Connect with us

Culture and Lifestyle

When Germany is Christian, Is India Hindu?

Published

on

Maria Wirth The World Reporter

Disclaimer: The views and opinion expressed here are solely those of the author in her private capacity and do not in any way represent the views of The World Reporter.

Though I live in India since long, there are still some points that I find hard to understand – for example why many so called educated Indians on TV discussion forums become agitated whenever ‘Hindutva’ is mentioned. The majority of Indians are Hindus. India is special because of its ancient Hindu tradition. Westerners are drawn to India because of it. Why then is there this resistance by many Indians to acknowledge the Hindu roots of their country? Why do some people even give the impression as if an India that values those Hindu roots was dangerous? Don’t they know better?

Their attitude is strange for two reasons. First, those people have a problem only with ‘Hindu’ India, but not with ‘Muslim’ or ‘Christian’ countries. Germany for example, is a secular country and only 59 percent of the population are registered with the two big Christian Churches (Protestant and Catholic). Nevertheless, the country is bracketed under ‘Christian countries’. Angela Merkel, the Chancellor, stressed recently the Christian roots of Germany and urged the population ‘to go back to Christian values’. In 2012, she postponed her trip to the G-8 summit for a day to address the German Catholic Day. In September 2011, the Pope was invited to address the German Parliament. Two major political parties carry ‘Christian’ in their name, including Angela Merkel’s ruling party. Government agencies even collect the Church tax (8 percent of the income tax) and pass it on to the Churches.

Germans are not agitated that Germany is called a Christian country, though I actually would understand if they were. After all, the history of the Church is appalling. The so called success story of Christianity depended greatly on tyranny. “Convert or die”, were the options given not only to the indigenous population in America some five hundred years ago. In Germany, too, 1200 years ago, the emperor Karl the Great ordered the death sentence for refusal of baptism in his newly conquered realms. It provoked his advisor Alkuin to comment: ‘One can force them to baptism, but how to force them to believe?’’ Heresy was put down with an iron hand. I still remember a visit to the Nuremberg castle prison as a school kid. There, we were shown the torture chamber and the torture instruments that were used during inquisition. Unbelievable cruelty!

Nuremberg Castle
Nuremberg Castle, image by bill barber

 

Those times, when one’s life was in danger if one dissented with the dogmas of the Church, are thankfully over. And nowadays many in the west do dissent and leave the Church in a steady stream – in Germany alone over 2 million officially signed out in the last ten years and during a survey in 2011, 5,5 million Germans ‘considered’ leaving the Church – partly because they are disgusted with the less than holy behavior of Church officials and partly because they can’t believe in the dogmas, for example that ‘Jesus is the only way’ and that God sends all those who don’t accept this to hell.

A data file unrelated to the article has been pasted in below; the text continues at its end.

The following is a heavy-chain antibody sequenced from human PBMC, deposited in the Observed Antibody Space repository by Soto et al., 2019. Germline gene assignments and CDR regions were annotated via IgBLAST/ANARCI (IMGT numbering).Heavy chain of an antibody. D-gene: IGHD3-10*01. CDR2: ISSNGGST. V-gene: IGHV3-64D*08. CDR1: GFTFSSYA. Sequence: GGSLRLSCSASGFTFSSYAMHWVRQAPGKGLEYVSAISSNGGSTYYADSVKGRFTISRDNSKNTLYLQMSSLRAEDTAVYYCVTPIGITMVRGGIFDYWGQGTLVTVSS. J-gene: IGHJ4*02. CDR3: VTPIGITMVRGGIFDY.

And here comes the second reason why the resistance to associate India with Hindutva by Indians is difficult to understand. Hinduism is in a different category from the Abrahamic religions. Its history, compared to Christianity and Islam was undoubtedly the least violent as it spread in ancient times by convincing arguments and not by force. It is not a belief system that demands blind belief in dogmas and the suspension of one’s intelligence. On the contrary, Hinduism encourages using one’s intelligence to the hilt. The rishis enquired into truth, discovered universal laws and showed how to live life in an ideal way. Hinduism (please don’t get irritated by this ’modern’ word. In today’s world it is in use for the many streams of Sanatana Dharma) comprises a huge body of ancient literature, not only regarding Dharma and philosophy, but also regarding music, architecture, dance, science, astronomy, economics, politics, etc. If Germany or any other western country had this kind of literary treasure, it would be so proud and highlight its greatness on every occasion.Yet we Germans have to be content with only one ‘ancient’ epic which was written around 800 years ago and probably refers to incidents around 400 AD. That is how far back ‘antiquity’ reaches in Europe, and of course children in Germany hear of this epic, called ‘Nibelungenlied’, in school. Naturally westerners consider the existence of Sri Krishna and Sri Rama as myths. How could they acknowledge a civilization much more ancient and much more refined than their own?

Inexplicably, Indians cater to western arrogance and ignorance by downplaying and even denying their tradition. There is a “Copernicus Marg’ in New Delhi and Indian children do not get to hear in school that the rishis of the Rg Veda knew already that the earth is round and goes around the sun – thousands of years before westerners ‘discovered’ it. (Rg 10’22’14)

When I read some Upanishads, I was stunned at the profundity. Here was expressed in clear terms what I intuitively had felt to be true, but could not have expressed clearly. Brahman is not partial; it is the invisible, indivisible essence in everything. Everyone gets again and again a chance to discover the ultimate truth and is free to choose his way back to it. Helpful hints are given but not imposed.